More than a hundred discharged on Monday, and a pretty row there was: drunk altogether and fighting altogether, except one couple fought in the meadow for an hour… the same night the villains stole all poor old xxx’s fowls [and] there is not an egg to be got hereabouts.
Similar scenes were played out in other countries. The navvies may have been wild, but they got the job done, so much so that British men found work on many European railroads. In 1843, Thomas Brassey, a contractor, was commissioned to build the line between Rouen and Le Havre in northern France, and a local newspaperman sent to observe construction was greatly impressed:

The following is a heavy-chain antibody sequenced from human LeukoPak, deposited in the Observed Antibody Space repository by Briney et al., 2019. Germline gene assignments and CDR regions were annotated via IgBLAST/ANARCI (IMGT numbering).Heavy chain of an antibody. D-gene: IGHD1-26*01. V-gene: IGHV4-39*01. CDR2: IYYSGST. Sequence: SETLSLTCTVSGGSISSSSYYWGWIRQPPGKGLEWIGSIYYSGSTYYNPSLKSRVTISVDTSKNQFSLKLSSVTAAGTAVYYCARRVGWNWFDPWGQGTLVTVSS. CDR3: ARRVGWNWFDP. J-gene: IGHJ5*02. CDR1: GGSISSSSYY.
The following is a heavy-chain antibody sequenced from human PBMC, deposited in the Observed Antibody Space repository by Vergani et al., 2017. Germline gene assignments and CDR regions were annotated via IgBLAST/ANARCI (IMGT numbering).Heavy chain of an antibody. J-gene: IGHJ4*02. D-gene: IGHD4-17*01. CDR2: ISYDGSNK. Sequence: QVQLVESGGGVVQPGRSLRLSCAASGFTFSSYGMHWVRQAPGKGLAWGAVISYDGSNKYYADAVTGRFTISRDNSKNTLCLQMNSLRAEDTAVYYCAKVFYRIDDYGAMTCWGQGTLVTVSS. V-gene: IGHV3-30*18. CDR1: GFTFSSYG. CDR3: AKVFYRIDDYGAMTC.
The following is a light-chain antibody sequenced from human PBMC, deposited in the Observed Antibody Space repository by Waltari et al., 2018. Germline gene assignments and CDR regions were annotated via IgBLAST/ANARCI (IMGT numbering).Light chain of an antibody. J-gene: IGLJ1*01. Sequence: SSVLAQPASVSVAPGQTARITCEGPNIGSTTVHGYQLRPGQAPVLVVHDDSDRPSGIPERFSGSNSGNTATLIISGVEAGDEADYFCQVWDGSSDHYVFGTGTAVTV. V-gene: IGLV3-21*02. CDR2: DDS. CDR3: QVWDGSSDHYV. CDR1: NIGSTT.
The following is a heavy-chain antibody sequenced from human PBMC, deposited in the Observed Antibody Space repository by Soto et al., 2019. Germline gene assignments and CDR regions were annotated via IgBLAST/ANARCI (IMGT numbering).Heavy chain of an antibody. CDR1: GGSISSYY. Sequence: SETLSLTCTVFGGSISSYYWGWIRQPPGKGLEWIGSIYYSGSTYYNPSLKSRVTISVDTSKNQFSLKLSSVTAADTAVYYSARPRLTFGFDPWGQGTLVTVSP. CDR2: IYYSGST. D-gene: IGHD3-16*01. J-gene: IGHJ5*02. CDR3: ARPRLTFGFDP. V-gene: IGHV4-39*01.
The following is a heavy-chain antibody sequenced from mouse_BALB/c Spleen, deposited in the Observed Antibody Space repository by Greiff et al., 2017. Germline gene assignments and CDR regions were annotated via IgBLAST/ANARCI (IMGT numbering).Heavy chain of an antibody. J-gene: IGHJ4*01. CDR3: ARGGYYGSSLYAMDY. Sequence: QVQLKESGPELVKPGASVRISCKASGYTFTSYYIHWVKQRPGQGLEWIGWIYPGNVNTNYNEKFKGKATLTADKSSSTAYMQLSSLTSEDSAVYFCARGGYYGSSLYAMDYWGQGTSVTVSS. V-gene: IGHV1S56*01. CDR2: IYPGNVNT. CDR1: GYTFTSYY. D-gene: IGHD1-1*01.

I think as fine a spectacle as any man could witness, who is accustomed to look at work, is to see a cutting in full operation with about twenty wagons being filled, every man at his post, and every man with his shirt open, working in the heat of the day, the gangers looking about, and everything going like clockwork. Such an exhibition of physical power attracted many French gentlemen who came on to the cuttings at Paris and Rouen, and looking at these English [actually many were Scottish and Irish] gentlemen with astonishment said ‘Mon Dieu! Les Anglais, comme ils travaillent!’ [My God! The English, how they work!]… It was a fine sight to see the Englishmen that were there, with their muscular arms and hands hairy and brown.